Many organizations require annual performance reviews either in December or January. These reviews are both a look back at employees performance during the past year and an opportunity to set goals for the year to come.
Too Late for 2012
If you are like most managers and employees, you’ve only given a little thought to those objectives set for 2012. Maybe you had a mid-year review, but probably not much more discussion than that through the course of the year.
What do you do now? I can’t offer much advice to fix the past. Go look at your email and hard-copy files, and see if you can piece together what you and your staff accomplished in 2012. Write it up as best you can.
Take Accountability in 2013
How do you do better in 2013? I can offer some advice here.
I’m out of the corporate world now, but as an independent consultant I find myself setting and tracking goals more now than when I had a boss and a staff. Why? Because it’s all up to me.
So my advice is that in 2013, you act as if your performance is all up to you. Because it is.
1. Set your own objectives
Offer your own goals, rather than wait for your boss to set them for you. Then negotiate, till you both agree what is reasonable to accomplish through the year.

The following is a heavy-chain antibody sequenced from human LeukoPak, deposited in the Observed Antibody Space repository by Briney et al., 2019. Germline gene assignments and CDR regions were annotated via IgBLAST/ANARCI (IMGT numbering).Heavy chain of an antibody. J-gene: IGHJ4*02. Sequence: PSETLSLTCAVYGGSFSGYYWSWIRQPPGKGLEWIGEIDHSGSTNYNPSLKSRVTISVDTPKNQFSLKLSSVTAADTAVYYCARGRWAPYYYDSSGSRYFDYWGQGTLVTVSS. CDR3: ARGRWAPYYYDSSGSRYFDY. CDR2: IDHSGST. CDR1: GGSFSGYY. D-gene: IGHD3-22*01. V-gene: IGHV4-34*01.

If you can’t agree, then suggest that the goals should be discussed and revised quarterly. This is a good idea, even if you and your boss are on the same page regarding what needs to be done.
Do the same thing with your staff – set dates or project milestones for reviewing objectives. None of us can see a whole year ahead.
2. Review your objectives regularly
Then review your objectives regularly through the year. This is critical.
I’ve used several methods of reminding myself to review my objectives, depending on their scope and specificity.
When I worked in the corporate world, I put a repeating to-do item on my schedule for each objective – a reminder every week or two to ask myself what I’ve done on that objective and what I need to do in the next week or two. That insures that I at least think about each project regularly.
I also kept to-do items for “things to discuss with my boss” and “things to discuss with each staff member.” That way, I stayed prepared for staff meetings and could keep those meetings focused on objectives.
Since I’ve become self-employed, I have the opportunity to keep a journal every day. Every two weeks I do a re-cap of what I’ve accomplished during those two weeks and set goals for the following two weeks. Quarterly, I do a major re-cap, and re-assess my annual goals.
Develop a system that works for you. Don’t let performance review season be something you dread. Take charge of your own performance.
What systems have you used to take accountability for your performance?